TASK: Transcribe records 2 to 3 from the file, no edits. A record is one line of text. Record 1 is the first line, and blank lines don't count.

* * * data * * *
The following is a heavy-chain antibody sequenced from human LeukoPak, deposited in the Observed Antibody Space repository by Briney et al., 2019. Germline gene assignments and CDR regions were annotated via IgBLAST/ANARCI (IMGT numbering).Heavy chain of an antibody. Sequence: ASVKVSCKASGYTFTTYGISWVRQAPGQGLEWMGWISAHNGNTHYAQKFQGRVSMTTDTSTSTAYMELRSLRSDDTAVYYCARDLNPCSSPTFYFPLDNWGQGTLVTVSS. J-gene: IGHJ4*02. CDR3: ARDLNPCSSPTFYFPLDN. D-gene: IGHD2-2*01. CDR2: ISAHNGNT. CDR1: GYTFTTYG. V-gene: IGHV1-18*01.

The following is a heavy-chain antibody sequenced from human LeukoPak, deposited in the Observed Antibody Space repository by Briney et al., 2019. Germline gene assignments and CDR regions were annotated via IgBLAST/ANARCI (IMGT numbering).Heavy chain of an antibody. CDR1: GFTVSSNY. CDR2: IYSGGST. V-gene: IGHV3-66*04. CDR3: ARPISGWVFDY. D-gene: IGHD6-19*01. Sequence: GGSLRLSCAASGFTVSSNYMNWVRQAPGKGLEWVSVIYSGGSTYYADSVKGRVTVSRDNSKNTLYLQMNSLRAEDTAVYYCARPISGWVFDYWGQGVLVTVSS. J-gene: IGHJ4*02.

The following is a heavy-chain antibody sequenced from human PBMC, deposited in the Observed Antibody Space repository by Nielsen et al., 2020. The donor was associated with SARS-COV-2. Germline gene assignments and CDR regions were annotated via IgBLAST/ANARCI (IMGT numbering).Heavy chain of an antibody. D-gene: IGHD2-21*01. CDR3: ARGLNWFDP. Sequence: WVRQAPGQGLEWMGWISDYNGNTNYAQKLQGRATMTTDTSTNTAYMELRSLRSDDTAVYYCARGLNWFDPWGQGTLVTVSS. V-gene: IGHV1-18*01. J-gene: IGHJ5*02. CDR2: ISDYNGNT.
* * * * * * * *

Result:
The following is a heavy-chain antibody sequenced from human LeukoPak, deposited in the Observed Antibody Space repository by Briney et al., 2019. Germline gene assignments and CDR regions were annotated via IgBLAST/ANARCI (IMGT numbering).Heavy chain of an antibody. CDR1: GFTVSSNY. CDR2: IYSGGST. V-gene: IGHV3-66*04. CDR3: ARPISGWVFDY. D-gene: IGHD6-19*01. Sequence: GGSLRLSCAASGFTVSSNYMNWVRQAPGKGLEWVSVIYSGGSTYYADSVKGRVTVSRDNSKNTLYLQMNSLRAEDTAVYYCARPISGWVFDYWGQGVLVTVSS. J-gene: IGHJ4*02.

The following is a heavy-chain antibody sequenced from human PBMC, deposited in the Observed Antibody Space repository by Nielsen et al., 2020. The donor was associated with SARS-COV-2. Germline gene assignments and CDR regions were annotated via IgBLAST/ANARCI (IMGT numbering).Heavy chain of an antibody. D-gene: IGHD2-21*01. CDR3: ARGLNWFDP. Sequence: WVRQAPGQGLEWMGWISDYNGNTNYAQKLQGRATMTTDTSTNTAYMELRSLRSDDTAVYYCARGLNWFDPWGQGTLVTVSS. V-gene: IGHV1-18*01. J-gene: IGHJ5*02. CDR2: ISDYNGNT.